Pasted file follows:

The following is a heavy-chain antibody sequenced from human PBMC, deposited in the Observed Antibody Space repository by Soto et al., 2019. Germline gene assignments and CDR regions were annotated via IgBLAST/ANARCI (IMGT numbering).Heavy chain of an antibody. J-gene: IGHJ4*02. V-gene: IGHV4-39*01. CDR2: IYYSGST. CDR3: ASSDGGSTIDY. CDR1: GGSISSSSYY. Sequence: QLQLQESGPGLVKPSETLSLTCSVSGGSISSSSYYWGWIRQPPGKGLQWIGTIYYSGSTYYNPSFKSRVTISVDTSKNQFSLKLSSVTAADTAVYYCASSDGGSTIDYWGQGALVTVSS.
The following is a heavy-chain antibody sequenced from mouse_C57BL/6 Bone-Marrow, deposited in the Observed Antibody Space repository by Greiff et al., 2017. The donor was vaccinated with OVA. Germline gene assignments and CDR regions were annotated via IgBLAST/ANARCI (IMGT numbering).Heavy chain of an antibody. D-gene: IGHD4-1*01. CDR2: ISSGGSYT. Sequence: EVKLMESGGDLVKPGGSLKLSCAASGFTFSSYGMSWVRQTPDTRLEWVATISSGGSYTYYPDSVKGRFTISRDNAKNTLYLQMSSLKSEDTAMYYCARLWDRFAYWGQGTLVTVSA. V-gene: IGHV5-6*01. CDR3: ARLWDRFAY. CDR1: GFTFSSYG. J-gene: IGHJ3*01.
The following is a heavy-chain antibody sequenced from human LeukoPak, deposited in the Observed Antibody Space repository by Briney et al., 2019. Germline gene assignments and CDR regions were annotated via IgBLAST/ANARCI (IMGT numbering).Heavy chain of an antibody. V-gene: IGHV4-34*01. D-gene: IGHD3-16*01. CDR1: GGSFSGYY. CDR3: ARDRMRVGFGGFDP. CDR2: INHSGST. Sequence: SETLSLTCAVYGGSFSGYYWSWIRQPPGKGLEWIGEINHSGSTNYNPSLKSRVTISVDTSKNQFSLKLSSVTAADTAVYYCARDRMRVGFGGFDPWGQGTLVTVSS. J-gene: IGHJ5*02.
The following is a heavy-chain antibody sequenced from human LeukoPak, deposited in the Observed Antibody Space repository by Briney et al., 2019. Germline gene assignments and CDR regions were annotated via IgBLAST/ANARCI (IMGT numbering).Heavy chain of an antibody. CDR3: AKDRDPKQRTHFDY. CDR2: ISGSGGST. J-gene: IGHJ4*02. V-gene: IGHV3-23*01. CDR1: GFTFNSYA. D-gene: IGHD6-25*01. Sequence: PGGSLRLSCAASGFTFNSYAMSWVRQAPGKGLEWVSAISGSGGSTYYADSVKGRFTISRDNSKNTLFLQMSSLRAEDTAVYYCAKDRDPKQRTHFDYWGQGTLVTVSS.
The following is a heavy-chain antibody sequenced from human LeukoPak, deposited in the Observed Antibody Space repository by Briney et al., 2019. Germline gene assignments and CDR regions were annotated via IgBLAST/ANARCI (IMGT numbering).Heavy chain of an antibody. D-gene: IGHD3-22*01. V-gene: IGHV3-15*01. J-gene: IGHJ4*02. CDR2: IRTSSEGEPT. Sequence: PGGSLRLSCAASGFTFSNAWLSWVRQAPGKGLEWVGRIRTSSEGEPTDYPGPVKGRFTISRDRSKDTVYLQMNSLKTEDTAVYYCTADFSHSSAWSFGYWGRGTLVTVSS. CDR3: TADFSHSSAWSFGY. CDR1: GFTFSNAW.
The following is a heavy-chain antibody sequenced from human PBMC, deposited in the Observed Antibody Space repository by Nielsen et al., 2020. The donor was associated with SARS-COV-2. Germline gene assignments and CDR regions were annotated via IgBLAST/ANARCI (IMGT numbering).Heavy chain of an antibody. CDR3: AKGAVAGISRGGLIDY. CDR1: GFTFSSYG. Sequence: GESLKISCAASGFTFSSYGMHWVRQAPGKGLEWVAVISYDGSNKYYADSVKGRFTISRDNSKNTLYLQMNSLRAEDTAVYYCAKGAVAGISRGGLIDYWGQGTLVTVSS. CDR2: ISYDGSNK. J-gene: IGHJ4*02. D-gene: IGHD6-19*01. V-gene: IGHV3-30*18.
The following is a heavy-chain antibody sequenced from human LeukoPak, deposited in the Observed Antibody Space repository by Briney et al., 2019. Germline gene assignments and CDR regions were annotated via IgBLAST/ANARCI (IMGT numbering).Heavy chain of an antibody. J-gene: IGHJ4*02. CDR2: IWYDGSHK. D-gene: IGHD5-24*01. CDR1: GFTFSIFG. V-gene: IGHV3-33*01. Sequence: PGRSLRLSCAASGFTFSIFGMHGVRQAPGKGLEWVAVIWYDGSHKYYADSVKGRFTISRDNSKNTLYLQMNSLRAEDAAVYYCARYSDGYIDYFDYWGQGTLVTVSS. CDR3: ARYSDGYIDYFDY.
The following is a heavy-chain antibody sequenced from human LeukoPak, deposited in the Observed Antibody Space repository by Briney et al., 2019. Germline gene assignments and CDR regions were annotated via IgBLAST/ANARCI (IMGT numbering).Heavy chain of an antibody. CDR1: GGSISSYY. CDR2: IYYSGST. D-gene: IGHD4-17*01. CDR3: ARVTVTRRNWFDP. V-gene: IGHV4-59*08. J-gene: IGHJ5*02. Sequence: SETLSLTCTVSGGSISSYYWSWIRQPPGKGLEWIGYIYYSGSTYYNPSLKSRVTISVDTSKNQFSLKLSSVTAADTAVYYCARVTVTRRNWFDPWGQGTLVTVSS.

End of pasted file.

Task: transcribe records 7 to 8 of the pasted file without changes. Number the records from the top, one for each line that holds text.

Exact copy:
The following is a heavy-chain antibody sequenced from human LeukoPak, deposited in the Observed Antibody Space repository by Briney et al., 2019. Germline gene assignments and CDR regions were annotated via IgBLAST/ANARCI (IMGT numbering).Heavy chain of an antibody. J-gene: IGHJ4*02. CDR2: IWYDGSHK. D-gene: IGHD5-24*01. CDR1: GFTFSIFG. V-gene: IGHV3-33*01. Sequence: PGRSLRLSCAASGFTFSIFGMHGVRQAPGKGLEWVAVIWYDGSHKYYADSVKGRFTISRDNSKNTLYLQMNSLRAEDAAVYYCARYSDGYIDYFDYWGQGTLVTVSS. CDR3: ARYSDGYIDYFDY.
The following is a heavy-chain antibody sequenced from human LeukoPak, deposited in the Observed Antibody Space repository by Briney et al., 2019. Germline gene assignments and CDR regions were annotated via IgBLAST/ANARCI (IMGT numbering).Heavy chain of an antibody. CDR1: GGSISSYY. CDR2: IYYSGST. D-gene: IGHD4-17*01. CDR3: ARVTVTRRNWFDP. V-gene: IGHV4-59*08. J-gene: IGHJ5*02. Sequence: SETLSLTCTVSGGSISSYYWSWIRQPPGKGLEWIGYIYYSGSTYYNPSLKSRVTISVDTSKNQFSLKLSSVTAADTAVYYCARVTVTRRNWFDPWGQGTLVTVSS.